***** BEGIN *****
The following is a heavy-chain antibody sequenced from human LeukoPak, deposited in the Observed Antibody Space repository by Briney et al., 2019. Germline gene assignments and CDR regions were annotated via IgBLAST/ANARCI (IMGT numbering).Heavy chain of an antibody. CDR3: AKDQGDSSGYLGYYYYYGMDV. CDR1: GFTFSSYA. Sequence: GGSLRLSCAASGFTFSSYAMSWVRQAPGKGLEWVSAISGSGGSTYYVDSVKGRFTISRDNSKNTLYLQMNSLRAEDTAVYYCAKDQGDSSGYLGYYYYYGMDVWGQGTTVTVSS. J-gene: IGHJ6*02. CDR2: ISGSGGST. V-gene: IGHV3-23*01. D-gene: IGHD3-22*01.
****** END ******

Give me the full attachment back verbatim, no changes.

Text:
The following is a heavy-chain antibody sequenced from human LeukoPak, deposited in the Observed Antibody Space repository by Briney et al., 2019. Germline gene assignments and CDR regions were annotated via IgBLAST/ANARCI (IMGT numbering).Heavy chain of an antibody. CDR3: AKDQGDSSGYLGYYYYYGMDV. CDR1: GFTFSSYA. Sequence: GGSLRLSCAASGFTFSSYAMSWVRQAPGKGLEWVSAISGSGGSTYYVDSVKGRFTISRDNSKNTLYLQMNSLRAEDTAVYYCAKDQGDSSGYLGYYYYYGMDVWGQGTTVTVSS. J-gene: IGHJ6*02. CDR2: ISGSGGST. V-gene: IGHV3-23*01. D-gene: IGHD3-22*01.